by Ken Roy
The last time Warren killed fish he and ARVN soldiers tossed grenades into the river, and the ARVNs giggled and chattered as the stunned fish, bladders blown, bobbed belly up to the surface. Now his neighbor Andy was inviting him to kill fish again. Andy, red-faced from a few beers as they relaxed on the patio in the falling afternoon sun, stood before him with arms raised like he was reeling in a massive fish.
“How about it, Warren? Let’s walk the girls to the river to fish.”
Warren didn’t want to go to the river in the forest preserve that bordered the neighborhood. Rarely did he even drive the road that ran past the preserve, and when he did, a recurring, painful memory crawled into his chest and squeezed the air out.
He was in the boonies of Quang Tri province with his squad of Marines cradling M16s and humping with heavy packs knee-deep and close to the bank in a shallow, narrow river of quick-flowing water. The riverbed was paved with rocks, surfaces worn smooth by the flowing water and anchored unevenly on the riverbed so that each step was a probe to maintain balance. Warren’s struggle to stay focused and alert competed with a sickening apprehension caused by the squad’s erratic movement and loss of discipline—they were clustered in a tight line and noisy, some cursing when they stumbled or got slapped by a branch brushed aside, then released by the Marine walking ahead. The gooks concealed in the trees on the opposite bank of the river opened fire.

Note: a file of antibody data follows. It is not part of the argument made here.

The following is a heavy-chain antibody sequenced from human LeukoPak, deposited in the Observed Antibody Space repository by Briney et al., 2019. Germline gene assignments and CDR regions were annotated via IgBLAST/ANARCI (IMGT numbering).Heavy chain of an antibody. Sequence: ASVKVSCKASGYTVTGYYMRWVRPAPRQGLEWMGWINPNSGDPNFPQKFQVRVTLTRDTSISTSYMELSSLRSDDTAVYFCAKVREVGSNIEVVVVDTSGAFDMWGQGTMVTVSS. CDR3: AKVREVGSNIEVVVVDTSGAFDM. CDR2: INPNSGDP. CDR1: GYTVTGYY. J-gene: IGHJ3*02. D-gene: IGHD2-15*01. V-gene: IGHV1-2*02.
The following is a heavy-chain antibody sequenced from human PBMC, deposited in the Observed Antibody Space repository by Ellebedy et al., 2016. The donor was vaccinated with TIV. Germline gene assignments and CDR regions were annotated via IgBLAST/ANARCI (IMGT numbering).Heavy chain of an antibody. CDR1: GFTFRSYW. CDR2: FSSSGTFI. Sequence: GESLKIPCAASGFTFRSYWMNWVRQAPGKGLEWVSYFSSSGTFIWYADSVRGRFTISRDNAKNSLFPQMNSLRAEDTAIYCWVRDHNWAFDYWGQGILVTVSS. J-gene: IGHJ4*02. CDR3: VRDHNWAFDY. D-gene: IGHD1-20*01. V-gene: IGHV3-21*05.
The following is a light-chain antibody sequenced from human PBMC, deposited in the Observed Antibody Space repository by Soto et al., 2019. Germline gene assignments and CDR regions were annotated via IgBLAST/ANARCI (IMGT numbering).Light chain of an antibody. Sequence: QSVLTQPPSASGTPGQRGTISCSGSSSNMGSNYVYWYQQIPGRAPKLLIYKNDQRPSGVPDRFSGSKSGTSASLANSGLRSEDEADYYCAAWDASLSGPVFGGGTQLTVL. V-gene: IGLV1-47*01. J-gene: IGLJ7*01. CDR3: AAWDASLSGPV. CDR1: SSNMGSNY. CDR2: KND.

“Hey, Warren, old man, snap out of it,” Andy said. “You seem like you’re in la-la land. Come on, there’s plenty of sunlight left and besides”—he lowered his voice—“my girls won’t last that long before they’ll want to come home.”
Warren blinked and took a breath, his mind recovering.
“We don’t have fishing gear,” he said.
“Ha,” Andy exclaimed. “Neither do we really. I bring string and tie it to long sticks we find. If I can find crickets, I’ll tie the string around the crickets for bait. And if not, I tie the string around leaves. I’ve told them that fish will eat anything, and at their ages, they still believe me. Come on, let’s go.”
Andy was already walking toward his house to rummage through the garage for the string. Warren, empty of objections, motioned to his girls to follow him.